PLUGGED MILK DUCTS

CONTENT

-INTRODUCTION

-CAUSES

-MANAGEMENT AND PREVENTION

-COMPLICATIONS

 

INTRODUCTION

The duct carrying milk from the breast to the nipple may sometimes get plugged causing accumulation of milk behind the blocked portion which may be seen as a painful lump on the breast. This pain may become more intense during breast-feeding due to the pressure caused by the increasing build up of more milk behind the blocked duct. If the nipple itself is blocked, a white dot or bleb may be seen formed at the end of the nipple. In non complicated cases, a plugged milk duct usually clears within 1-2 days after which all symptoms subsides.

 

CAUSES

1.  Poor feeding technique

2.  Wearing of tight or an ill-fitting bra

3.  Abrupt decrease in breast feeding

4.  Breast engorgement

5.  Infections

 

MANAGEMENT AND PREVENTION

1.  Learn how to breast feed properly, see BREASTFEEDING: STEPS TO ACHIEVING A PROPER LATCH.

2.  Make sure to vary your position during feedings so every part of the breast gets emptied and prevent blocked duct.

3.  Breast feed the baby more often from the affected breast in order to help drain the area properly and relieve the obstruction.

4.  Try pumping or manually expressing your breast after feedings to improve drainage. Whatever you do, do not stop breastfeeding, as this could lead to engorgement and worsen the problem.

5.  Gently massage the breast with a warm compress or manually massage your breast following a warm shower, from the outer part of your breast toward the nipple to advance the blockage toward the nipple or in the opposite direction to clear the duct.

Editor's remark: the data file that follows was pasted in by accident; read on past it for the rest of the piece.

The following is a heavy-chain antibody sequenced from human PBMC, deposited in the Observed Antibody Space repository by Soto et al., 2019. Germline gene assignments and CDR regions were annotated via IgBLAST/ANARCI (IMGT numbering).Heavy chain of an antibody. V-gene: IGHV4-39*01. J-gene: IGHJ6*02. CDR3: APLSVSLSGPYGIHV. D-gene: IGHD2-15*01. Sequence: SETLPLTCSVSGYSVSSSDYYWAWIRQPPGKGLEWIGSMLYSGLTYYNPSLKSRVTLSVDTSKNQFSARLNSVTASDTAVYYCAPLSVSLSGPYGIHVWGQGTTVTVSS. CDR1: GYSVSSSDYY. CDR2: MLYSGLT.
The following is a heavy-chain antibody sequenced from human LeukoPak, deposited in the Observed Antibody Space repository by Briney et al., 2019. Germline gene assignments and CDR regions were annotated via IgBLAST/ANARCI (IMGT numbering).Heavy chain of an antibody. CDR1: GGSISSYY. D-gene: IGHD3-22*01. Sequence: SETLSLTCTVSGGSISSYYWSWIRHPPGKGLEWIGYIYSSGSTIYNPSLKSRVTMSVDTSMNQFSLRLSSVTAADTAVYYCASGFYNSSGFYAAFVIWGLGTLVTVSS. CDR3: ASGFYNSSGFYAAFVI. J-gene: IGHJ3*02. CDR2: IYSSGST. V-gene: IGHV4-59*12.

6.  Pain relief may be achieved by the use of Paracetamol. Before you use any medication while breast feeding please consult your doctor.

If despite all these, the blockage persists for more than two days, please see your doctor to exclude complications.

 

COMPLICATIONS

1.  Galactoceles

2.  Mastitis

3.  Breast abscess.

For more information, please CHAT WITH OUR CONSULTANTS.

 

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Reference and further reading:

1.  Lawrence R. Breastfeeding: A Guide for the Medical Professional, 7th ed, 2010.

2.  American Academy of Pediatrics and the Americal College of Obstetrics and Gynecology. Breastfeeding Handbook for Physicians, Shanler, RJ (Eds), American Academy of Pediatrics, Elk Grove Villate, IL 2006.